Illustration of the chest, depicted in an upright position from the lateral aspect. This image shows a moderate effusion accumulating in the lower chest, which can be seen on both the frontal and lateral views as a dependent density with meniscal-shaped margin. Note that the actual fluid upper margin is horizontal. However, there is more fluid posteriorly and laterally due to the shape of the chest and recoil characteristics of the lung.

Slide15:

Illustration of upright posteroanterior and lateral views of the chest (using overlay on actual normal radiograph) demonstrates the radiographic appearance of a moderate left effusion, as in the previous image. The blue arrows point to the effusions.

Slide16:

Illustration of the chest, depicted in supine position from the lateral aspect, shows a moderate effusion accumulating in the posterior aspect of the chest. This layering effusion can be visible on the frontal view as an increased haziness. The vascular structures can be seen through this density.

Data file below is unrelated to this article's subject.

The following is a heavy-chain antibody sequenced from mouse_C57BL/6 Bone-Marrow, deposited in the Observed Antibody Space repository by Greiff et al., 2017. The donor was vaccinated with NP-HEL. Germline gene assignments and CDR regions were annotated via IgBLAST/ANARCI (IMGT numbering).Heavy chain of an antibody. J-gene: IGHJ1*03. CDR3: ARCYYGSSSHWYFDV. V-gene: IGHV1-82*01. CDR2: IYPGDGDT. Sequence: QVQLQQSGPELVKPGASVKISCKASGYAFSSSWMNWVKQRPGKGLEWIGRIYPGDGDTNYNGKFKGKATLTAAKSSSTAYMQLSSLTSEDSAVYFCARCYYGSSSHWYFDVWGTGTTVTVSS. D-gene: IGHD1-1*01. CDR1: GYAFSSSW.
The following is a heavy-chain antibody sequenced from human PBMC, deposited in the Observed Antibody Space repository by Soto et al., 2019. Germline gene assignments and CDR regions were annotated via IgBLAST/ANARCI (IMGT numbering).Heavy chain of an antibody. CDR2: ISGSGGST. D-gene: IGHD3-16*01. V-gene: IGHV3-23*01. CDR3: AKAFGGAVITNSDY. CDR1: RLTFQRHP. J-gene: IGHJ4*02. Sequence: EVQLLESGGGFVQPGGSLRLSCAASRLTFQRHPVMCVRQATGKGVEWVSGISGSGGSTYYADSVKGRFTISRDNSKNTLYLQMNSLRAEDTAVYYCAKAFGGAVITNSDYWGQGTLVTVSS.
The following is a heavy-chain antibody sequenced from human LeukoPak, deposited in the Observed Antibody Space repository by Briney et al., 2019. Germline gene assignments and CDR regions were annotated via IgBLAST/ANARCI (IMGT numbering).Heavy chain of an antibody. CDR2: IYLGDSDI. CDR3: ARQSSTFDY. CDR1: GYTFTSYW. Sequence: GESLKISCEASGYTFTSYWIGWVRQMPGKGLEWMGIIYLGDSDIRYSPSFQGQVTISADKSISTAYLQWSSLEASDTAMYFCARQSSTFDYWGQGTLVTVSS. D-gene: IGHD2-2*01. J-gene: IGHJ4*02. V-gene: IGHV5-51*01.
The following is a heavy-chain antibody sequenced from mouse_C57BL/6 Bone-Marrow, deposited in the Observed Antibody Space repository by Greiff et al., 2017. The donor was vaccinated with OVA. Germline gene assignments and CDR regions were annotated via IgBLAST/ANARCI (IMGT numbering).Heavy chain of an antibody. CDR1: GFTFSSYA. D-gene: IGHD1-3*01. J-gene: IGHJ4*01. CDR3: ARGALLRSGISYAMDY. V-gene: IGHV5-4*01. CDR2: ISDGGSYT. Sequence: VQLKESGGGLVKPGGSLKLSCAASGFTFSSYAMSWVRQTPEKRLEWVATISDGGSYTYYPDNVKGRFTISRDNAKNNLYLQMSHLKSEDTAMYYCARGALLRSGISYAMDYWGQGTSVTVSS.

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Posteroanterior supine view of the chest in a 60-year-old man with right-sided effusion. The pleural fluid is layering, given the position of the patient. There is asymmetric density with increased haziness in the lower right hemithorax (blue arrow). Note that the pulmonary vascular structures are not obscured or silhouetted by the vague density but, rather, are still visible through it (open arrow).

Slide18:

Posteroanterior chest radiograph in a 42-year-old woman with breast cancer shows blunting of the right cardiophrenic angle (arrow) with slight elevation of the right hemidiaphragm.

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Lateral chest radiograph of a 42-year-old woman with breast cancer shows a crescent-shaped opacity is present in the posterior costophrenic sulcus (arrow). Minimal amount of fluid can be seen in the inferior aspect of the right major fissure. The findings are compatible with right pleural effusion. Some of the fluid is infrapulmonary.

Slide20:

Right lateral decubitus view in a 42-year-old woman with breast cancer confirms a right pleural effusion by demonstrating dependent layering of the fluid (arrows).

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Follow-up posteroanterior chest radiograph in a 42-year-old woman with breast cancer shows an opacity (E) in the lower left hemithorax with obliteration of the left hemidiaphragm and curvilinear upper margin consistent with effusion. Note the extension of the fluid into the left major fissure (arrow) and mediastinal shift to the right.